As the fire-spitting front man for the rock band KISS, Gene Simmons has put on his kabuki make-up and donned his platform dragon boots for the past 35 years. But for Simmons, KISS is just, well, his night job. Born Chaim Witz in Haifa, Israel, Simmons came to America as an eight-year-old boy and says he has been living the American Dream ever since. Known for both his music and his business acumen, he's the force behind thousands of licensed KISS products and numerous ventures, including his discontinued magazine Gene Simmons' Tongue, Simmons Records, clothing line Moneybag, and the brand marketing firm Simmons Abramson Marketing, the outfit behind the "I Am Indy" Campaign. He's also continuing to keep his brand in the public spotlight: His reality TV show Gene Simmons Family Jewels is coming back for a fourth season on A&E, he has a new reality show called Jingles on tap, and in July he released his tome on prostitution, Ladies of the Night.
Simmons recently spoke with staff writer Stacy Perman about entrepreneurship, failure, and all things Gene Simmons. Edited excerpts of their conversation follow.
Which do you consider yourself first, a rock star or an entrepreneur?
That's an interesting question and the simple answer is a bit of both. Nobody does just one thing. But the real difference between being an entrepreneur and everyone else in the world is the ability to monetize. I am an entrepreneur in the classic mold. No matter what I do—outside of sticking my tongue out—I tend to make money, and quite a bit in non-KISS stuff.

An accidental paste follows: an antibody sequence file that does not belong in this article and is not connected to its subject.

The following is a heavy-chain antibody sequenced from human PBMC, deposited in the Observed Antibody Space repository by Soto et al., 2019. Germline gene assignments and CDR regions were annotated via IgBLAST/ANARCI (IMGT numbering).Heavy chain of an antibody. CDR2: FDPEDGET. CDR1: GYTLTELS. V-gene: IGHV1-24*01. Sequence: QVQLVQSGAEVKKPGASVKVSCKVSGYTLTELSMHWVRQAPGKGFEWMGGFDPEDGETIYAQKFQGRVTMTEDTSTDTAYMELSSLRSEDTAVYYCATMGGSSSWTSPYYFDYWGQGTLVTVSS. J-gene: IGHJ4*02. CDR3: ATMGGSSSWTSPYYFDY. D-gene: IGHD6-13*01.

How did you understand so early that you could leverage KISS into other business ventures?
When the band was starting off, we noticed that T-shirts and non-music items were earning a substantial amount of money. KISS quickly became a multi-headed beast: rock band and rock 'n' roll brand—and the only one to have endured the ages and decades of fads and fashions. Today we have 3,000 licensed products, everything from condoms to caskets. We have you coming and going.
Where would you say got your business education?
The United States of America. The best school is the street, and most successful entrepreneurs did not go to Wharton. Both Google (GOOG) and Hewlett-Packard (HPQ) were created in a garage. The difference between those that become a Buffett success—and I don't mean Jimmy—have an innate inborn connection. Their snouts are close to the ground. If you look at the CEOs of some the most successful companies in the world like IKEA, they never fly first class. They always goes economy. Sam Walton of Wal-Mart (WMT) had a second-hand car and lived in the middle of nowhere.
So are you saying you don't fly first class?
I fly economy. I do often fly first class, but I don't travel with a posse, or bodyguard, or an assistant. I use other people's infrastructure. For instance, I am going to address the AARP convention in Washington, D.C. I will fly first class to New York on AARP's dime, get into a town car, stay not in a grand suite, but a nice hotel room. I don't pretend to be poor, but somewhere in the middle is O.K.
How do you identify a business opportunity?
I trust my gut. I have to have an emotional connection to what I am ultimately selling because it is emotion, whether you are selling religion, politics, even a breath mint. If you study Warren Buffett, he only invests in what he knows—and he knows what he doesn't know. Never throw money at what you don't know. Maybe I'm conservative that way.